The table above summarises the responses that parents and carers made to each statement. The percentages indicate the proportion of parents and carers giving that response out of the total number of completed questionnaires. Where one or more parents and carers chose not to answer a particular question, the percentages will not add up to 100%.
What inspection judgements mean
|Grade 1||Outstanding||These features are highly effective. An oustanding school provides exceptionally well for all its pupils' needs.|
|Grade 2||Good||These are very positive features of a school. A school that is good is serving its pupils well.|
|Grade 3||Satisfactory||These features are of reasonable quality. A satisfactory school is providing adequately for its pupils.|
|Grade 4||Inadequate||These features are not of an acceptable standard. An inadequate school needs to make significant improvement in order to meet the needs of its pupils. Ofsted inspectors will make further visits until it improves.|
Overall effectiveness of schools inspected between September 2007 and July 2008
|Overall effectiveness judgement (percentage of schools)|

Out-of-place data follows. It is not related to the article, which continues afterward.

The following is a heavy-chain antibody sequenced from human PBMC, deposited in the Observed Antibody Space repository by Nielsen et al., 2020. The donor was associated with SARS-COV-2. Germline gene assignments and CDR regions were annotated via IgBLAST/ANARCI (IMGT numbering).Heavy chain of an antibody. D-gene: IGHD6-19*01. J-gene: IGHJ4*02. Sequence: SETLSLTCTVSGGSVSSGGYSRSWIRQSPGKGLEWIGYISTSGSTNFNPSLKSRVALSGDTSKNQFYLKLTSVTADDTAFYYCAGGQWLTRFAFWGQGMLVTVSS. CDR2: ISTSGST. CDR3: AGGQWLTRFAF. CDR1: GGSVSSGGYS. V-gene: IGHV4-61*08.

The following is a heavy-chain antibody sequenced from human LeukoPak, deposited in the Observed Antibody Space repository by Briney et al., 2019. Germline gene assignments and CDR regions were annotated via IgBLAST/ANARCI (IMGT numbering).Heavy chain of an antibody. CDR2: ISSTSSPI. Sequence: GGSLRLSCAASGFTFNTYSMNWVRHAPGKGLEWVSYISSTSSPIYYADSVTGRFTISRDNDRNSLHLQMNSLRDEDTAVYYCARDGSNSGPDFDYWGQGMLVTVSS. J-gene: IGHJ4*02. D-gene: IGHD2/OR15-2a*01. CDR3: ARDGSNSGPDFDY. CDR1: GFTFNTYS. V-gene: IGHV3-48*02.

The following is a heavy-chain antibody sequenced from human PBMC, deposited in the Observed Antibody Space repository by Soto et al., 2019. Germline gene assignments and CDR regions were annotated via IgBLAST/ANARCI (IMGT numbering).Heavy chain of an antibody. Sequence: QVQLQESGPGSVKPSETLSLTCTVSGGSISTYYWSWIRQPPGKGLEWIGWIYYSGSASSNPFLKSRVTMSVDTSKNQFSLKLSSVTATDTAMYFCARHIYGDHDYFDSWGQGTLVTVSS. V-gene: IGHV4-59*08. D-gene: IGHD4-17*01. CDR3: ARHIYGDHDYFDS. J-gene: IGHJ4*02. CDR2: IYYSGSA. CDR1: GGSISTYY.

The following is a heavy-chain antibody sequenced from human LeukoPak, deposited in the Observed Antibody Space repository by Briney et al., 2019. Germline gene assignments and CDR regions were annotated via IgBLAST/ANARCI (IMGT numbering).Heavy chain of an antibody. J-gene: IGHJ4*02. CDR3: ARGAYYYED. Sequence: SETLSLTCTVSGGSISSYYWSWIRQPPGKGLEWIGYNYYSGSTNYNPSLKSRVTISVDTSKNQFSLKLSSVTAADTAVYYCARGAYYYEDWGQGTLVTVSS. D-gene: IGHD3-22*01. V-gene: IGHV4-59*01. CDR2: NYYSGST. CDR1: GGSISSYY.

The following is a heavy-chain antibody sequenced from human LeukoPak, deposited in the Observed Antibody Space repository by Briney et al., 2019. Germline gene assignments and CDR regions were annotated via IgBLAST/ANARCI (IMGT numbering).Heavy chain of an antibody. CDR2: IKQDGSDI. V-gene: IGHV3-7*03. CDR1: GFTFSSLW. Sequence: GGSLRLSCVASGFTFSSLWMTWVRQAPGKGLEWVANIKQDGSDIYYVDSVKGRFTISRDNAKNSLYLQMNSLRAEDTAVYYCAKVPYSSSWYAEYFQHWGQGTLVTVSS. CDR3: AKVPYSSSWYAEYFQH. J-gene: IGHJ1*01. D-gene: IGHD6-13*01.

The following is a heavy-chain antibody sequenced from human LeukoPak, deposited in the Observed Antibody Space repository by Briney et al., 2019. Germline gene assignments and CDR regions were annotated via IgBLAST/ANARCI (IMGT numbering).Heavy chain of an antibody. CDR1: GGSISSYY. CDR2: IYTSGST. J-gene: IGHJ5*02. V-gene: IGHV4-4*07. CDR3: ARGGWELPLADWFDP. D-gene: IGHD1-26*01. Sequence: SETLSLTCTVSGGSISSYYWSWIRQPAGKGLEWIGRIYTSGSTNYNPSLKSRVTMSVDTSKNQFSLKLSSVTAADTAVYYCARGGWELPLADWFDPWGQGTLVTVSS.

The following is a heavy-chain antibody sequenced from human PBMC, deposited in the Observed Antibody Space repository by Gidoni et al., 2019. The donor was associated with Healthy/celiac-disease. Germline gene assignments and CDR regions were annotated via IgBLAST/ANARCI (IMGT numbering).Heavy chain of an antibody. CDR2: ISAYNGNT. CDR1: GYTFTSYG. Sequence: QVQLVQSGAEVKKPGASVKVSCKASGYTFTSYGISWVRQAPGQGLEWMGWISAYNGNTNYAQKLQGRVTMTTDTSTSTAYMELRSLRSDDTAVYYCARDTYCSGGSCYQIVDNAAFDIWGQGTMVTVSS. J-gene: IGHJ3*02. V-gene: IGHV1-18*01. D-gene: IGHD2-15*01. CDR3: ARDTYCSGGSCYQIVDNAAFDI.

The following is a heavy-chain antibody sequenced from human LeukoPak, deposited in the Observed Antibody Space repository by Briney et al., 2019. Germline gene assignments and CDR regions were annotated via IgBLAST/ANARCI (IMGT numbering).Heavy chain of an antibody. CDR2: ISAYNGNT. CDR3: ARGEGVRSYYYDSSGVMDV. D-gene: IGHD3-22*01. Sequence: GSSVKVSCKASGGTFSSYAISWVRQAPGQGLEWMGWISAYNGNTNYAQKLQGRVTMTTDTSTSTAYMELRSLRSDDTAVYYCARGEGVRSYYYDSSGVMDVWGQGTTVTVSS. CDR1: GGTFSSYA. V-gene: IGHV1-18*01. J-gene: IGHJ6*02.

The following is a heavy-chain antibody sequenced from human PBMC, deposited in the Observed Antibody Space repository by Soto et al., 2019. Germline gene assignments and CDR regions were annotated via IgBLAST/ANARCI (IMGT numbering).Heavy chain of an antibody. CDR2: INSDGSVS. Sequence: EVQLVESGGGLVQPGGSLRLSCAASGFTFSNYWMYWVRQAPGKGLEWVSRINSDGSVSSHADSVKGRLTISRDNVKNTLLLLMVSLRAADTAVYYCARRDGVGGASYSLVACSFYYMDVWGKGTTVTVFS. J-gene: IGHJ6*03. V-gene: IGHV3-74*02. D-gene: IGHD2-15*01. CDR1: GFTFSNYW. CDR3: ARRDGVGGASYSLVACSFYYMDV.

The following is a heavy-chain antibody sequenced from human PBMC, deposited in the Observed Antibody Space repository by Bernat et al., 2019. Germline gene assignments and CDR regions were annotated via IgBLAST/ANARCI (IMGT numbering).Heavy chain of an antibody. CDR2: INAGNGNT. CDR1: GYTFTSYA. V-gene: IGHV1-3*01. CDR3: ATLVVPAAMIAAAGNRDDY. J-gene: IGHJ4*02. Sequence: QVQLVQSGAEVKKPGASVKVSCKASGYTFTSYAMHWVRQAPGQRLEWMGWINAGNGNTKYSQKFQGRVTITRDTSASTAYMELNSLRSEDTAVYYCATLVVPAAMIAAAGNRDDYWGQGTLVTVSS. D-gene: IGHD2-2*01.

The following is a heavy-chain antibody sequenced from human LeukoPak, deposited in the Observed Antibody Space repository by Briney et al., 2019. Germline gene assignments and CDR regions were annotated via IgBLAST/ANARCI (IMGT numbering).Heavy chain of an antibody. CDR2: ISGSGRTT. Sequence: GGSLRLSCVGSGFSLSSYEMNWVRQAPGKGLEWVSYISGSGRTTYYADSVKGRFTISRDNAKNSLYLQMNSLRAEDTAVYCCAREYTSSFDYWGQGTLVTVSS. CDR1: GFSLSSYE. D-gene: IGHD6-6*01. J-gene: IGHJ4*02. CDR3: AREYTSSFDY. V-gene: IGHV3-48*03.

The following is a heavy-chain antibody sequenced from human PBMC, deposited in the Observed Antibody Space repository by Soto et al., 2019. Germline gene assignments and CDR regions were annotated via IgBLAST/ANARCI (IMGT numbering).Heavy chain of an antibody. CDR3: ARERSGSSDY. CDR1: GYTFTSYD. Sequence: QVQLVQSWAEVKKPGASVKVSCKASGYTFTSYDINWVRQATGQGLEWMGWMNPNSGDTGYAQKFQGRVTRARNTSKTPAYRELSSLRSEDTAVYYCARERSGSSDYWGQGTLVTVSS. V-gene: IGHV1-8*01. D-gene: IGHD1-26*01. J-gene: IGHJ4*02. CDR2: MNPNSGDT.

|Type of school||Outstanding||Good||Satisfactory||Inadequate|
|Pupil referral |
The data in the table above were reported in the Annual Report of Her Majesty's Chief Inspector of Education, Children's Services and Skills 2007/08.
Percentages are rounded and do not always add exactly to 100. Secondary school figures include those that have sixth forms, and sixth form figures include only the data specifically for sixth form inspection judgements.
Common terminology used by inspectors
the progress and success of a pupil in their learning, development or training.
the standard of the pupils' work shown by test and examination results and in lessons.
|Capacity to improve:|
the proven ability of the school to continue improving. Inspectors base this judgement on what the school has accomplished so far and on the quality of its systems to maintain improvement.
|Leadership and management:|
the contribution of all the staff with responsibilities, not just the headteacher, to identifying priorities, directing and motivating staff and running the school.
how well pupils acquire knowledge, develop their understanding, learn and practise skills and are developing their competence as learners.
inspectors form a judgement on a school's overall effectiveness based on the findings from their inspection of the school. The following judgements, in particular, influence what the overall effectiveness judgement will be.